Astrid Bowlby’s new motto in life is: Let’s see.
The Maine-born artist is in the midst of a residency at the University of Southern Maine, where she received an undergraduate degree in 1994. She fills the Art Gallery at USM with enormous drawings on long rolls of paper, which she suspends from the walls, rolls out on the floor and drapes overhead.
She does not know the outcome of her installation, because it will evolve throughout the course of her residency. Her drawings — black ink on white paper — are in a constant state of evolution as she takes requests from visitors and fills her paper one drawing at a time, day after day.
She likens this process to consuming a Tootsie Pop: How many licks does it take to get to the center?
“I’ll be drawing on this everyday, a little bit,” she says. “I’ll add to it all the time.”
Gallery director Carolyn Eyler has set up a fishbowl near the gallery entrance. Visitors are encouraged to write their requests on pieces of paper, and Bowlby will try to honor those requests.
Her paper rolls (she also uses rectangular sheets that hang on the walls) already include hundreds of individual drawings, and likely will include thousands by the time the installation and residency end March 6.
Appropriately, Bowlby calls her piece “Everything,” because everything is fair game. So far, she has drawn everything from farm animals to checker boards, from baby bottles to martini glasses and from dollar signs to coat hangers.
Anything and everything in between.
“I like the challenge of it. I like people asking me to draw things I haven’t drawn before. My mistakes are right there for all to see,” she said.
Bowlby discusses her project at 1 p.m. Friday in Burnham Lounge at Robie Andrews Hall on the Gorham campus (the snow date is Feb. 8), and gives a gallery talk at 3 p.m. Saturday during her opening reception, which is from 2 to 4 p.m.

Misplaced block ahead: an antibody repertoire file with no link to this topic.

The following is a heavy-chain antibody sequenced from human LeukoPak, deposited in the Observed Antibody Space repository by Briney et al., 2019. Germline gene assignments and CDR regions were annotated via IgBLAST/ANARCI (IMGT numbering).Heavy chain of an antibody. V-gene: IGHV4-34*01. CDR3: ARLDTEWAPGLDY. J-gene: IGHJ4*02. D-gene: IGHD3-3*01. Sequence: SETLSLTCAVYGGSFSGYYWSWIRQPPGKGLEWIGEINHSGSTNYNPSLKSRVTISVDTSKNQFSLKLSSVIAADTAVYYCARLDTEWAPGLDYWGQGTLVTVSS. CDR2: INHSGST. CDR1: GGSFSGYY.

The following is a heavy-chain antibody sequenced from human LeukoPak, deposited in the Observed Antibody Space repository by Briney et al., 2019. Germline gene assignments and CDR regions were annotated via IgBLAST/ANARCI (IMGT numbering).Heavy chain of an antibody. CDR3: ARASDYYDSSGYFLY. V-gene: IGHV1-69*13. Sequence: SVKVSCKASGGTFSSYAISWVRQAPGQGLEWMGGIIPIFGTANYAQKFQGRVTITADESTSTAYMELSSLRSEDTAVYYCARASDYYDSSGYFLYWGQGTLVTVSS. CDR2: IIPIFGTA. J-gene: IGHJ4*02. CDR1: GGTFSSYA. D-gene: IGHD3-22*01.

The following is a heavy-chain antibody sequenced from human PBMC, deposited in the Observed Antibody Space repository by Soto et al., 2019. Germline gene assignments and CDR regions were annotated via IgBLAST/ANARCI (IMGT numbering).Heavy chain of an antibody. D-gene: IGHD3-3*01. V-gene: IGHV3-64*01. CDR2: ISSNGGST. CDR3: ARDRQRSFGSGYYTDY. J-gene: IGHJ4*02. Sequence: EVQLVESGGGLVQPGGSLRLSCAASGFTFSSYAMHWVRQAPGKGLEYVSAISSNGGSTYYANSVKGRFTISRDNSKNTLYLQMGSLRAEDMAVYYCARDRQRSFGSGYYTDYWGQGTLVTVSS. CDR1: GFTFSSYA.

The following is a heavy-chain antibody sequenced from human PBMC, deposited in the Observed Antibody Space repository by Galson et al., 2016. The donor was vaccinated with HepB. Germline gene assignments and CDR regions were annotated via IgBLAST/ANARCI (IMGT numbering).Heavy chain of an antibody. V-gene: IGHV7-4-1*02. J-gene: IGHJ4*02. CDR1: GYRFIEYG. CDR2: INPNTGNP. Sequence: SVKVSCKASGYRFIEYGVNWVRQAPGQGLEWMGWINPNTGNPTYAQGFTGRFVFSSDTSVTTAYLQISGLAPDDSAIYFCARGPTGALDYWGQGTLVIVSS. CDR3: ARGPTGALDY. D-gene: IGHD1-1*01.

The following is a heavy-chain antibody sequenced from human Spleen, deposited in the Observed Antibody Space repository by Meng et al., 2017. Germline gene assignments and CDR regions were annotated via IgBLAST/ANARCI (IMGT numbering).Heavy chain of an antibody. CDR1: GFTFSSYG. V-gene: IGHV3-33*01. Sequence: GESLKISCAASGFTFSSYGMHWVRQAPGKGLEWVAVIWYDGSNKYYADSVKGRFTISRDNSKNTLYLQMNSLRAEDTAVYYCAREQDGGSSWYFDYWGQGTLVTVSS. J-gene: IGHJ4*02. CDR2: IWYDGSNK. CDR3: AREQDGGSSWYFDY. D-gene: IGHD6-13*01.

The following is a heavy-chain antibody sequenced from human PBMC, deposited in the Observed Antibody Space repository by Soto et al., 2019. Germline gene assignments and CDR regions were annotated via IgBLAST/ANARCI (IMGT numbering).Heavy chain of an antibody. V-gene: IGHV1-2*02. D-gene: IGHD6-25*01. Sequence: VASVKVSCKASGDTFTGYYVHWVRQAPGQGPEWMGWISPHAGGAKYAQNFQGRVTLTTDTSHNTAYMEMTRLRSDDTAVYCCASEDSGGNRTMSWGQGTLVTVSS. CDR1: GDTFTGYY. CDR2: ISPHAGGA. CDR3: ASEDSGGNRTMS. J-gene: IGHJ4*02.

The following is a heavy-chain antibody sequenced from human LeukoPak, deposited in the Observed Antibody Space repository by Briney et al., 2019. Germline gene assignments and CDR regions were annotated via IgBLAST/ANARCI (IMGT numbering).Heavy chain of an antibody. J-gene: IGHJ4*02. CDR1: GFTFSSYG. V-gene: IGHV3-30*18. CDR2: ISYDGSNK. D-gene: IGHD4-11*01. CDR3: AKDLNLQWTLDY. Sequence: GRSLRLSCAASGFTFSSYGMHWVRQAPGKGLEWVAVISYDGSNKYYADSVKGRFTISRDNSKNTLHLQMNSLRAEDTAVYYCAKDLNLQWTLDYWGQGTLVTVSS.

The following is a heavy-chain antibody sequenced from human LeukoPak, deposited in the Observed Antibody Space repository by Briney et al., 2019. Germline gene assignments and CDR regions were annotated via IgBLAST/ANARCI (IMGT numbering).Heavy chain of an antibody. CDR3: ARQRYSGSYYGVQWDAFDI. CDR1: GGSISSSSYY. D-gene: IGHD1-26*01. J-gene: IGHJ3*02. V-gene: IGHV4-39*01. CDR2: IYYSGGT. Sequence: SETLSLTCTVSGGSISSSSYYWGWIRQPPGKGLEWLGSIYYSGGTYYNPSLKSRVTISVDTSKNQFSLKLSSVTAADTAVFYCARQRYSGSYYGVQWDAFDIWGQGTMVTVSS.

In addition, Bowlby plans to be at the gallery from noon to 4 p.m. every Sunday to talk about her drawings and engage in drawing on demand.
She likes the idea of interacting with viewers, and believes the outcome of this project will depend on the creative chemistry of all participants.
“My sense and sensibilities with the viewers create something anew. Therefore, being present and having conversations with the viewer is really the point of this,” she said. “What does it mean to try to do everything? I guess that’s what we will find out.”
Bowlby was born in Bath, and has resided in Philadelphia for 17 years. She moved to Philly for graduate school at the Pennsylvania Academy of the Fine Arts.
She fell in love and decided to stay, although she’s never really left Maine. She’s been a part of three biennials at the Portland Museum of Art, and her parents and siblings live in cities and towns across Maine. She comes home often.
Bowlby’s residency at her alma mater was scheduled for two years ago, but was postponed when she received a cancer diagnosis and underwent treatment, said gallery director Carolyn Eyler.
The fleeting nature of this project reminds us of the precious nature of life, Eyler said.
“The necessary hiatus has led Astrid to want to embrace the fullness of everything and to open and soften and observe what is going on,” she said.
Staff Writer Bob Keyes can be contacted at 791-6457 or: